Knee replacement is one of the most successful orthopedic surgeries performed today. Most patients experience reduced or eliminated knee pain, increased ability to move and an overall improvement in quality of life.
HSS performs more total knee replacement surgeries than any other US hospital. HSS surgeons invented the first modern total knee replacement in the 1970s and have continually improved on surgical techniques, technology and prosthetic materials ever since. In 2020, HSS became the first hospital in the United States to complete a total knee replacement using augmented reality (AR) assistance.*
Knee replacement is where portions of the bones that form the knee joint are removed and replaced with artificial implants. It is performed primarily to relieve knee pain and stiffness caused by osteoarthritis.
Most people who get this surgery have advanced knee arthritis, in which the knee cartilage is worn away and the surface of the knee becomes pitted, eroded, and uneven. This causes pain, stiffness, instability and a change in body alignment. Knee replacement surgery can also help some people who have a weakened knee joint caused by an injury or other condition.
There are two main types:
Total knee replacement is the more common of these two procedures.
To understand a total knee replacement, also known as total condylar knee arthroplasty, you must be familiar with the structure of the knee, a complex joint that consists of three bones:
Strong ligaments connect the powerful muscles of the thigh and calf to the bones around the knee to control knee motion and function. Cartilage (such as the meniscus) and other soft tissues cover and cushion the bones to help them glide together smoothly.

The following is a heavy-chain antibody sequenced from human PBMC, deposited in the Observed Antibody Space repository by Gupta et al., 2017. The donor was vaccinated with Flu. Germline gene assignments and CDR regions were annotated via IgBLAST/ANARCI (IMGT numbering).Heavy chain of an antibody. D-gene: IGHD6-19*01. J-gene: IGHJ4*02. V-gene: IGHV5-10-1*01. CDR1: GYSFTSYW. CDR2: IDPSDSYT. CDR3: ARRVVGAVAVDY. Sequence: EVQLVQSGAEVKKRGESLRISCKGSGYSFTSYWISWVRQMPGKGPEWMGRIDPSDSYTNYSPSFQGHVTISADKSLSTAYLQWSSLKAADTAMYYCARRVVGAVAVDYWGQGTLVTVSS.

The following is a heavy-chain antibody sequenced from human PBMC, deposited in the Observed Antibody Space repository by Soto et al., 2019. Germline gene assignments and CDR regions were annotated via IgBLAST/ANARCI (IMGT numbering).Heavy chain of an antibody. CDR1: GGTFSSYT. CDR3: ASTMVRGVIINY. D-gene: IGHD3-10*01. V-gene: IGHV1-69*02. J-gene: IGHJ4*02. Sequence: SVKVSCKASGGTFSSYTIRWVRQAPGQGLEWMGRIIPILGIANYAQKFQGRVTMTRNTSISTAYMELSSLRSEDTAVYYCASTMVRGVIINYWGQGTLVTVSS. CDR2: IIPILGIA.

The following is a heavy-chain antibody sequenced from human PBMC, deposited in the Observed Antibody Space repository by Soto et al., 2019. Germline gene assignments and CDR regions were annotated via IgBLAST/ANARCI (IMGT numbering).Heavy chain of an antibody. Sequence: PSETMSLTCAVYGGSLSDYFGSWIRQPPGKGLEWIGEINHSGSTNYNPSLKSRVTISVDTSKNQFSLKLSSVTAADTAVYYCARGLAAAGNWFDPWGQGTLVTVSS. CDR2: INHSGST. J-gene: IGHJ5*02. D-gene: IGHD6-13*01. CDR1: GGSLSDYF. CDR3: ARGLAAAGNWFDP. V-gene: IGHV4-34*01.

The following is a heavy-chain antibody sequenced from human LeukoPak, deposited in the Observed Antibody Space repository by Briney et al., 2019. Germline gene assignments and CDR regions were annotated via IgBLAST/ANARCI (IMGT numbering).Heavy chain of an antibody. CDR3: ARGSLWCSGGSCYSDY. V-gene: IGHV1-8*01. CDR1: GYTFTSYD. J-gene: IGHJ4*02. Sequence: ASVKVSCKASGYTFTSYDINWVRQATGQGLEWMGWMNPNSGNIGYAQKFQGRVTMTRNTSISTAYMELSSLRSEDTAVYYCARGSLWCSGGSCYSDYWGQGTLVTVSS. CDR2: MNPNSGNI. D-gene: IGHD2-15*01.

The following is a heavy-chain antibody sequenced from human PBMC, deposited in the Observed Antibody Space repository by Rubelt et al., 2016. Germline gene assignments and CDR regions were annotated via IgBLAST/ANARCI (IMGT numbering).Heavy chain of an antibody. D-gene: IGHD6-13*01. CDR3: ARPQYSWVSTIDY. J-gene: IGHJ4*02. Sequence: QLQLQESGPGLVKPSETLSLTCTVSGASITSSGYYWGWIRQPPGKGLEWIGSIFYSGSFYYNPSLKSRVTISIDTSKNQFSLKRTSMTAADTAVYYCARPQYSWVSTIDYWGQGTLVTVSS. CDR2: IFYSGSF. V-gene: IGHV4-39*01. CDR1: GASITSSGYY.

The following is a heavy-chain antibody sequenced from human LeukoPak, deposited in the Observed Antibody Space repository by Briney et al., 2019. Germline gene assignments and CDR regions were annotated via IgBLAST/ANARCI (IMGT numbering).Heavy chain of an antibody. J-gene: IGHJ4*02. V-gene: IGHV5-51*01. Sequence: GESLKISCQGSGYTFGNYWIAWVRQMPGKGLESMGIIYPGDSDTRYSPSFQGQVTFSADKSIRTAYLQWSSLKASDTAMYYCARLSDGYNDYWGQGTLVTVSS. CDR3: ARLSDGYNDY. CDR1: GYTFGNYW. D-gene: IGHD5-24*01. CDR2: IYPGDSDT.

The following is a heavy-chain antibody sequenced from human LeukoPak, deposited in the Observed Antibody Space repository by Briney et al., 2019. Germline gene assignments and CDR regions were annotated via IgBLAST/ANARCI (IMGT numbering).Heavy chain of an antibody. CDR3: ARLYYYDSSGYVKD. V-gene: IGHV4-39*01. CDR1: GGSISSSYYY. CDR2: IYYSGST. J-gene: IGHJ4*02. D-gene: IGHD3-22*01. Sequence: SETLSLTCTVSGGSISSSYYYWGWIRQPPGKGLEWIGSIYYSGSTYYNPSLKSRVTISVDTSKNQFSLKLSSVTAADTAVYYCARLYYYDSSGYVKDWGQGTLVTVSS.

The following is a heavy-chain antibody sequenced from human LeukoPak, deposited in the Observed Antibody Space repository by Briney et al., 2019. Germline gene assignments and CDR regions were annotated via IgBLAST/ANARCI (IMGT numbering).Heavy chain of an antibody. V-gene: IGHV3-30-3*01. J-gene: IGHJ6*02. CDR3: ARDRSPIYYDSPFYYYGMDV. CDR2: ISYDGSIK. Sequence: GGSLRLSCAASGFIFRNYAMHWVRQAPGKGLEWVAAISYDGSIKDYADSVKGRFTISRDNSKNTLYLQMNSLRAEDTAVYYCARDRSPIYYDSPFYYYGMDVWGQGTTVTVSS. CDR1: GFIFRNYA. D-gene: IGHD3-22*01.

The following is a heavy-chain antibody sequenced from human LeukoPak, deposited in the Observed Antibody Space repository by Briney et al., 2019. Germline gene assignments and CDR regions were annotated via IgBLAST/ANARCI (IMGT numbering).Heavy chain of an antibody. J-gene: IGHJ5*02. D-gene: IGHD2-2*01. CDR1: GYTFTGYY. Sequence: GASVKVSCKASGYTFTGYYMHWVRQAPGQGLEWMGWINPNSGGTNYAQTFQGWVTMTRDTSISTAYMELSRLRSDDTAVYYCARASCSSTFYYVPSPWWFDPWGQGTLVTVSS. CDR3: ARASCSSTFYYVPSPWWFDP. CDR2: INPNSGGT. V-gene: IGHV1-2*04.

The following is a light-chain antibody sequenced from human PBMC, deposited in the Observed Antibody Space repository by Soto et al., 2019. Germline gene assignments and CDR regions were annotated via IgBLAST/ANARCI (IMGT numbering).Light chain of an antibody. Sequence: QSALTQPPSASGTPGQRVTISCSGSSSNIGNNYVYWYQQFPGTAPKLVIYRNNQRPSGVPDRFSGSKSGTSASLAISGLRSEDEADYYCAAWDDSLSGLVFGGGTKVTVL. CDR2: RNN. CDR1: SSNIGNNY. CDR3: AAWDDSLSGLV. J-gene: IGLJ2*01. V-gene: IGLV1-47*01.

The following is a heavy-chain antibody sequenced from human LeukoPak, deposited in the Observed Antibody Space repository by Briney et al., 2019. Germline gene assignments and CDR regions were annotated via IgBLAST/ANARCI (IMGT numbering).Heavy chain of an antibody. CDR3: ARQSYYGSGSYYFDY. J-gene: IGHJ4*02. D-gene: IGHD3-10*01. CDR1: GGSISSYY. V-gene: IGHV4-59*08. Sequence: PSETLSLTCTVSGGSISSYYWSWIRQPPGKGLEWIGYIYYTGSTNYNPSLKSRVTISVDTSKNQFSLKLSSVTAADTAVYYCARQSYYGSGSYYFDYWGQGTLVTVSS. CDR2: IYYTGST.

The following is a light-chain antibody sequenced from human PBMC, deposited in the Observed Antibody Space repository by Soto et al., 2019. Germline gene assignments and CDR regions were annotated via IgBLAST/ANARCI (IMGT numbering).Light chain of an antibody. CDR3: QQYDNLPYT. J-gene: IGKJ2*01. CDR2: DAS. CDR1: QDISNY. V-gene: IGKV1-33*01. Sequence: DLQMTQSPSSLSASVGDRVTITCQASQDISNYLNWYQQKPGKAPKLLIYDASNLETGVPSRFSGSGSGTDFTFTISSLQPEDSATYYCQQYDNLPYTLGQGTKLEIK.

When you bend or straighten your knee, the end of the femur rolls against the end of the tibia, and the patella glides in front of the femur.
When the cartilage that cushions the joint degrades or is worn away completely, the bones rub together and become scraped and rough. This causes inflammation known as osteoarthritis, which results in pain and stiffness that make walking and other movement difficult. The implants used in knee replacement are smooth like the surfaces of a healthy knee.
First, the orthopedic surgeon makes an incision (cut) in the knee and moves the patella (kneecap) to the side. If are any bone spurs (small bony growths) are present, as sometimes occurs in osteoarthritis, they will be removed.
Next, the two menisci between the femur and tibia are removed, as are the anterior cruciate ligament (ACL) and, in some cases, the posterior cruciate ligament (PCL). In some types of knee replacement, the PCL is retained.
During the main phase of the operation, the surgeon cuts and remove cartilage and some bone from the upper part of the tibia and lower sections of the femur. The femoral sections removed are two knobby protuberances called the femoral condyles. The tibia and femur are then be capped with metal implants to create new surfaces for the joint. The surface of the femoral component mimics the shape of the original femoral condyles. If the kneecap has also degraded, the surface on its underside may also be cut away and replaced with a polyethylene implant.
Finally, the various layers of tissue are repaired with dissolvable sutures and the skin incision is closed with sutures or surgical staples. A bandage will be wrapped around the knee and the patient is be taken to recovery.
The selection of knee replacement prosthesis design and materials depends on each individual patient. The main implant components are made of metal – usually titanium or chrome-cobalt alloys. The implants are fixated in place either with a cement bonding agent or by osseointegration, in which a porous metal stem extends into the tibia and the patient's natural bone grows into it. A plastic platform or spacer will be inserted between the tibial and femoral implant surfaces. The spacer is made of polyethylene.
Most femoral components are made of metal alloys (cobalt chromium) or metal-ceramic alloys (oxidized zirconium). The patellar component is plastic (polyethylene). The tibial insert component is also plastic (polyethylene). The tibial tray component can be made of the following materials: